Previously on Midlife Crisis Crossover:

At the beginning of each year I spend weeks writing year-in-review entries that cover the gamut of my entertainment intake, including capsule reviews for all the books and graphic novels I’ve read. I refrain from devoting entries to full-length book reviews because 999 times out of 1000 I’m finishing a given work decades after the rest of the world is already done and moved on from it.

As time permits and the finished books pile up, I’ll be charting my full list of books, graphic novels, and trade collections I’ve read throughout the year in a staggered, exclusive manner here, for all that’s worth to the outside world. Due to the way I structure my media-consumption time blocks, the list will always feature more graphic novels than works of prose and pure text. Novels and non-pictographic nonfiction will pop up here and there, albeit in a minority capacity for a few different reasons. Triple bonus points to any longtime MCC readers who can tell which items I bought at which comic/entertainment conventions we’ve attended over the past few years.

And now…it’s readin’ time. Some more.

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My 2019 Reading Stacks #2

Form of a Question!

The thrill of victory in front of a celebrity and an audience of millions. Art by Kate Kasenow, Jenna Ayoub with Ilara Catalani, and Laura Langston.

Previously on Midlife Crisis Crossover:

At the beginning of each year I spend weeks writing year-in-review entries that cover the gamut of my entertainment intake, including capsule reviews for all the books and graphic novels I’ve read. I refrain from devoting entries to full-length book reviews because 999 times out of 1000 I’m finishing a given work decades after the rest of the world is already done and moved on from it.

As time permits and the finished books pile up, I’ll be charting my full list of books, graphic novels, and trade collections I’ve read throughout the year in a staggered, exclusive manner here, for all that’s worth to the outside world. Due to the way I structure my media-consumption time blocks, the list will always feature more graphic novels than works of prose and pure text. Novels and non-pictographic nonfiction will pop up here and there, albeit in a minority capacity for a few different reasons. Triple bonus points to any longtime MCC readers who can tell which items I bought at which comic/entertainment conventions we’ve attended over the past few years.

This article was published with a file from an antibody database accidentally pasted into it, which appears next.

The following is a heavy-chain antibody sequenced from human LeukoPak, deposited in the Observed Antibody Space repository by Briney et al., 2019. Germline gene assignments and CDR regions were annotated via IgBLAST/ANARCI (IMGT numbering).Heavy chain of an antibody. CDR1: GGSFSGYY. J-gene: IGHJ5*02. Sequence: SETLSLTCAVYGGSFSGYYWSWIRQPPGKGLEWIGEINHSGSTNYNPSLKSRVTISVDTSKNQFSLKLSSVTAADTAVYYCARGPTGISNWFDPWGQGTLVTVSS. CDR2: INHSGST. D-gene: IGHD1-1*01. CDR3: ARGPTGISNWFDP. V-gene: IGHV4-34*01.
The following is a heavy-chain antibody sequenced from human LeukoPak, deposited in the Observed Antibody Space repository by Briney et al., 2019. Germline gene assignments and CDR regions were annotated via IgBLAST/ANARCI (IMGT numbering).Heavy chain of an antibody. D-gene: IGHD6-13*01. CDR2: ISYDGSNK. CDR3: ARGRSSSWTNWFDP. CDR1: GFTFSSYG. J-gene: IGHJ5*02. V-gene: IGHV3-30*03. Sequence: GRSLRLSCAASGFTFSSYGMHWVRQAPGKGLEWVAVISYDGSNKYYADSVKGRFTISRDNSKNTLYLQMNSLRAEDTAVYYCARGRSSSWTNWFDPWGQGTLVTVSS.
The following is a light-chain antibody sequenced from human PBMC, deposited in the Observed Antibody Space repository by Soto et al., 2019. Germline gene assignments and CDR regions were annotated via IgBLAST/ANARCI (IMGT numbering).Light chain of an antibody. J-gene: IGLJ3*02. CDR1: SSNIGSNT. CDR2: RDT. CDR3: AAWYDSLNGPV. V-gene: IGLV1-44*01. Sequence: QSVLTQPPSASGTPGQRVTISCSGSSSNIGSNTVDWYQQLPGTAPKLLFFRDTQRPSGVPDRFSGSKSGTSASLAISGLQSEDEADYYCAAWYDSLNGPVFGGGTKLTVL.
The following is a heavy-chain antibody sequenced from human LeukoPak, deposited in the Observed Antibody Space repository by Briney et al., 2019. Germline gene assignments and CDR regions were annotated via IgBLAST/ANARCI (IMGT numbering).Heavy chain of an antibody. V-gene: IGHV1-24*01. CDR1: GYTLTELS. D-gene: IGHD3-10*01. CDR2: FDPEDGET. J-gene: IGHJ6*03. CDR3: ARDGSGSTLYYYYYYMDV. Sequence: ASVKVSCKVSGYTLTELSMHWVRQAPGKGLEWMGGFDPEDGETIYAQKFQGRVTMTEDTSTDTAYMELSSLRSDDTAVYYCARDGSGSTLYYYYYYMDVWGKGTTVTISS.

And now:…it’s readin’ time. Again.

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My 2019 Reading Stacks #1

Anne's books!

So far this year’s list includes a few library books and two loaners from my wife, pictured above. Borrowed reading is still reading!

Previously on Midlife Crisis Crossover: at the beginning of each year I spend weeks writing year-in-review entries that cover the gamut of my entertainment intake, including capsule reviews for all the books and graphic novels I’ve read. Every book gets a full capsule summary apiece, because my now-canceled 29-year subscription to Entertainment Weekly got me addicted to the capsule format. I refrain from devoting entries to full-length book reviews because 999 times out of 1000 I’m finishing a given work decades after the rest of the world is already done and moved on from it. 2000-word essays on old works tend to be in severely low demand by the fly-by-night search-engine users who are MCC’s largest visitor demographic.

Back in the day (December 2013 to January 2019) I would write my book/graphic-novel capsule reviews as I went, store them offsite, then dump them here on MCC all at once during entertainment year-in-review season. It was an inefficient system, but it was mine. This year I’m changing up my protocols. Effective here and now, the reading capsules are a recurring feature. As time permits and the finished books pile up, I’ll be charting my full list of books, graphic novels, and trade collections in a staggered, exclusive manner here, for all that’s worth to the outside world. Seven months into 2019 I have some catch-up to do, so these initially won’t be listed in actual reading order.

Due to the way I structure my media-consumption time blocks, the list will always feature more graphic novels than works of prose and pure text. Novels and non-pictographic nonfiction will pop up here and there, albeit in a minority capacity for a few different reasons. Triple bonus points to any longtime MCC readers who can tell which items I bought at which comic/entertainment conventions we’ve attended over the past few years.

And now:…it’s readin’ time.